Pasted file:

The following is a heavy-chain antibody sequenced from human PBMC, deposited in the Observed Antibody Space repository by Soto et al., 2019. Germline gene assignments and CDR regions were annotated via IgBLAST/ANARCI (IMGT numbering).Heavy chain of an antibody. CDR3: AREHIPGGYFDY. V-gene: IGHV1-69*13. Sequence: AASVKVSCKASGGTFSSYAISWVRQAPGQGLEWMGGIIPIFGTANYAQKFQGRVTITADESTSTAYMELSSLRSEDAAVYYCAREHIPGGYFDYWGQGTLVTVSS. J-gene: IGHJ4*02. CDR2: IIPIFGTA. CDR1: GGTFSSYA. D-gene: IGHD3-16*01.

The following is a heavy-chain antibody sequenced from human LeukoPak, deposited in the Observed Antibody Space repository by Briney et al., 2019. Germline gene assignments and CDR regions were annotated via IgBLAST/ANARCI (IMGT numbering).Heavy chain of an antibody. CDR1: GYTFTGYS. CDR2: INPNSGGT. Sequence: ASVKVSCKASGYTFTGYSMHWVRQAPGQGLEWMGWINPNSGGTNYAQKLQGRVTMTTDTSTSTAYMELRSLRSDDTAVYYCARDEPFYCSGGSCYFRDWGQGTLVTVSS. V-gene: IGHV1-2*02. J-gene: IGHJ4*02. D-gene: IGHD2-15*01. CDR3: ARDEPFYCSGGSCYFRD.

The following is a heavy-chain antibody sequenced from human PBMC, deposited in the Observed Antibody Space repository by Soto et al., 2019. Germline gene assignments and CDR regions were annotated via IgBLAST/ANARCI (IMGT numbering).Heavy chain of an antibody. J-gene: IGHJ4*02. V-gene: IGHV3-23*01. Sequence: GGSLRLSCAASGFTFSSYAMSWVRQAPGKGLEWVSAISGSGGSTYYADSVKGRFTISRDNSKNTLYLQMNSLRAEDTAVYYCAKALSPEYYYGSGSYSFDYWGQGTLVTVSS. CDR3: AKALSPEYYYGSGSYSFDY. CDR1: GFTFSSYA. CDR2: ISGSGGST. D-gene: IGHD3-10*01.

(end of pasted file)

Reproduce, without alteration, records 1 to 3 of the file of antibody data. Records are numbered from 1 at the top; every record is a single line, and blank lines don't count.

The following is a heavy-chain antibody sequenced from human PBMC, deposited in the Observed Antibody Space repository by Soto et al., 2019. Germline gene assignments and CDR regions were annotated via IgBLAST/ANARCI (IMGT numbering).Heavy chain of an antibody. CDR3: AREHIPGGYFDY. V-gene: IGHV1-69*13. Sequence: AASVKVSCKASGGTFSSYAISWVRQAPGQGLEWMGGIIPIFGTANYAQKFQGRVTITADESTSTAYMELSSLRSEDAAVYYCAREHIPGGYFDYWGQGTLVTVSS. J-gene: IGHJ4*02. CDR2: IIPIFGTA. CDR1: GGTFSSYA. D-gene: IGHD3-16*01.

The following is a heavy-chain antibody sequenced from human LeukoPak, deposited in the Observed Antibody Space repository by Briney et al., 2019. Germline gene assignments and CDR regions were annotated via IgBLAST/ANARCI (IMGT numbering).Heavy chain of an antibody. CDR1: GYTFTGYS. CDR2: INPNSGGT. Sequence: ASVKVSCKASGYTFTGYSMHWVRQAPGQGLEWMGWINPNSGGTNYAQKLQGRVTMTTDTSTSTAYMELRSLRSDDTAVYYCARDEPFYCSGGSCYFRDWGQGTLVTVSS. V-gene: IGHV1-2*02. J-gene: IGHJ4*02. D-gene: IGHD2-15*01. CDR3: ARDEPFYCSGGSCYFRD.

The following is a heavy-chain antibody sequenced from human PBMC, deposited in the Observed Antibody Space repository by Soto et al., 2019. Germline gene assignments and CDR regions were annotated via IgBLAST/ANARCI (IMGT numbering).Heavy chain of an antibody. J-gene: IGHJ4*02. V-gene: IGHV3-23*01. Sequence: GGSLRLSCAASGFTFSSYAMSWVRQAPGKGLEWVSAISGSGGSTYYADSVKGRFTISRDNSKNTLYLQMNSLRAEDTAVYYCAKALSPEYYYGSGSYSFDYWGQGTLVTVSS. CDR3: AKALSPEYYYGSGSYSFDY. CDR1: GFTFSSYA. CDR2: ISGSGGST. D-gene: IGHD3-10*01.